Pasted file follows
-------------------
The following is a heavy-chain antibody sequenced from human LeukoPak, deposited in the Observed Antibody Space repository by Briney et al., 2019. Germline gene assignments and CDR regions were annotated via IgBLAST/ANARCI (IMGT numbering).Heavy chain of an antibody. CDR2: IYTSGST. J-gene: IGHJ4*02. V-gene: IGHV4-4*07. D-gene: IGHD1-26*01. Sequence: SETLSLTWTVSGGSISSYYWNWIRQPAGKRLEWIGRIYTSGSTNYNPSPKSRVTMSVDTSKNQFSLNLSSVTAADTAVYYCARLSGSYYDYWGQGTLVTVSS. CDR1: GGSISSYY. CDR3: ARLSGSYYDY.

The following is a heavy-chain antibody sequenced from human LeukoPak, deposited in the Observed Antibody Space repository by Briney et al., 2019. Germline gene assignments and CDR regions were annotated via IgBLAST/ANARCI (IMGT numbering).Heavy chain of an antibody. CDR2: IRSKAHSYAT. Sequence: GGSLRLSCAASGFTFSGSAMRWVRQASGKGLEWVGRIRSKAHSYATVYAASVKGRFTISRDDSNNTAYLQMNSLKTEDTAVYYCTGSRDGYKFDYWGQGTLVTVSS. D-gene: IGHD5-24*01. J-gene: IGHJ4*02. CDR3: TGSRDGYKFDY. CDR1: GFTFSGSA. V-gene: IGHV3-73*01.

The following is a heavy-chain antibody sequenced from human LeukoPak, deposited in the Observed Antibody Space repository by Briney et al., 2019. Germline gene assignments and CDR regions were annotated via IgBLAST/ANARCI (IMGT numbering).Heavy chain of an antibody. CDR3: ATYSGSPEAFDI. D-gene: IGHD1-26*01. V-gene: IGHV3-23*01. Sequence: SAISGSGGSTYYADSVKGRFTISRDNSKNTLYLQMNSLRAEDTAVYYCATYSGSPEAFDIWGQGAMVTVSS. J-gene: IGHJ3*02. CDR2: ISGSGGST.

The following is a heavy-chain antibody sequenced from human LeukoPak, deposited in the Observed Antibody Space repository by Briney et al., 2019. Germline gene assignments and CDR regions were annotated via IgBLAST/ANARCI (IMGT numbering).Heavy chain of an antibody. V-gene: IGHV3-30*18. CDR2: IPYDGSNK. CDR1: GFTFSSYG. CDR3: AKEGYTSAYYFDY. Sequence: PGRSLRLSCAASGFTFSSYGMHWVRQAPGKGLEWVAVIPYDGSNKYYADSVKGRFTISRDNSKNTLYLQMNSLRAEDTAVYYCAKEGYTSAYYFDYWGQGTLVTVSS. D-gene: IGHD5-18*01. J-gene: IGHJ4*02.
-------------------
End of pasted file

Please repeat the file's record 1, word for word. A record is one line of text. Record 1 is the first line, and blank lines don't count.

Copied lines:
The following is a heavy-chain antibody sequenced from human LeukoPak, deposited in the Observed Antibody Space repository by Briney et al., 2019. Germline gene assignments and CDR regions were annotated via IgBLAST/ANARCI (IMGT numbering).Heavy chain of an antibody. CDR2: IYTSGST. J-gene: IGHJ4*02. V-gene: IGHV4-4*07. D-gene: IGHD1-26*01. Sequence: SETLSLTWTVSGGSISSYYWNWIRQPAGKRLEWIGRIYTSGSTNYNPSPKSRVTMSVDTSKNQFSLNLSSVTAADTAVYYCARLSGSYYDYWGQGTLVTVSS. CDR1: GGSISSYY. CDR3: ARLSGSYYDY.